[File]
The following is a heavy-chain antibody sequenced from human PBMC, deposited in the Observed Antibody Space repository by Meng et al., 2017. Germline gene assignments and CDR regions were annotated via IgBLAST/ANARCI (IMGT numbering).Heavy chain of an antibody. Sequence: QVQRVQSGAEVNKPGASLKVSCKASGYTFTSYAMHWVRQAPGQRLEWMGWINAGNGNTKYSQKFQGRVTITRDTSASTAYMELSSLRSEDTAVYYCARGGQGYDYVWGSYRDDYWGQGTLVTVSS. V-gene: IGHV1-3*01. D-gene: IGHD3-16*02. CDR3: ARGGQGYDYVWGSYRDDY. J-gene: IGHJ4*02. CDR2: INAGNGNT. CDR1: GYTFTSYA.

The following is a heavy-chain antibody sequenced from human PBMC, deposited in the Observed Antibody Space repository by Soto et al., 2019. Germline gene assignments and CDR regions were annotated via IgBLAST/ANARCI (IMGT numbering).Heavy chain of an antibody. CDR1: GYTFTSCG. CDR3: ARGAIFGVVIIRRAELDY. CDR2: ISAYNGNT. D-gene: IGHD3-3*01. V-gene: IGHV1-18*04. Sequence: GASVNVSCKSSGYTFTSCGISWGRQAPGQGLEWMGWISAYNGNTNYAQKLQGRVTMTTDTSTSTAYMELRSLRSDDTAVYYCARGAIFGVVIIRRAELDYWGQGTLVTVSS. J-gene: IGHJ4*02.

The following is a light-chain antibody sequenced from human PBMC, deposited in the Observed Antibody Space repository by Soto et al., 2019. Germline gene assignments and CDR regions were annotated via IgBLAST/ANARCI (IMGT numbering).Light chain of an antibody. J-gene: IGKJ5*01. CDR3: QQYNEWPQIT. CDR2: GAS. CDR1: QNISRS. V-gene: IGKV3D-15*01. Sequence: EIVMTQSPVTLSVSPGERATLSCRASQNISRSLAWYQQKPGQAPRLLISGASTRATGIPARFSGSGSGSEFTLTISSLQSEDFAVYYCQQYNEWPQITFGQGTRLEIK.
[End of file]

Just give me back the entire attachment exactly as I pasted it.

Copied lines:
The following is a heavy-chain antibody sequenced from human PBMC, deposited in the Observed Antibody Space repository by Meng et al., 2017. Germline gene assignments and CDR regions were annotated via IgBLAST/ANARCI (IMGT numbering).Heavy chain of an antibody. Sequence: QVQRVQSGAEVNKPGASLKVSCKASGYTFTSYAMHWVRQAPGQRLEWMGWINAGNGNTKYSQKFQGRVTITRDTSASTAYMELSSLRSEDTAVYYCARGGQGYDYVWGSYRDDYWGQGTLVTVSS. V-gene: IGHV1-3*01. D-gene: IGHD3-16*02. CDR3: ARGGQGYDYVWGSYRDDY. J-gene: IGHJ4*02. CDR2: INAGNGNT. CDR1: GYTFTSYA.

The following is a heavy-chain antibody sequenced from human PBMC, deposited in the Observed Antibody Space repository by Soto et al., 2019. Germline gene assignments and CDR regions were annotated via IgBLAST/ANARCI (IMGT numbering).Heavy chain of an antibody. CDR1: GYTFTSCG. CDR3: ARGAIFGVVIIRRAELDY. CDR2: ISAYNGNT. D-gene: IGHD3-3*01. V-gene: IGHV1-18*04. Sequence: GASVNVSCKSSGYTFTSCGISWGRQAPGQGLEWMGWISAYNGNTNYAQKLQGRVTMTTDTSTSTAYMELRSLRSDDTAVYYCARGAIFGVVIIRRAELDYWGQGTLVTVSS. J-gene: IGHJ4*02.

The following is a light-chain antibody sequenced from human PBMC, deposited in the Observed Antibody Space repository by Soto et al., 2019. Germline gene assignments and CDR regions were annotated via IgBLAST/ANARCI (IMGT numbering).Light chain of an antibody. J-gene: IGKJ5*01. CDR3: QQYNEWPQIT. CDR2: GAS. CDR1: QNISRS. V-gene: IGKV3D-15*01. Sequence: EIVMTQSPVTLSVSPGERATLSCRASQNISRSLAWYQQKPGQAPRLLISGASTRATGIPARFSGSGSGSEFTLTISSLQSEDFAVYYCQQYNEWPQITFGQGTRLEIK.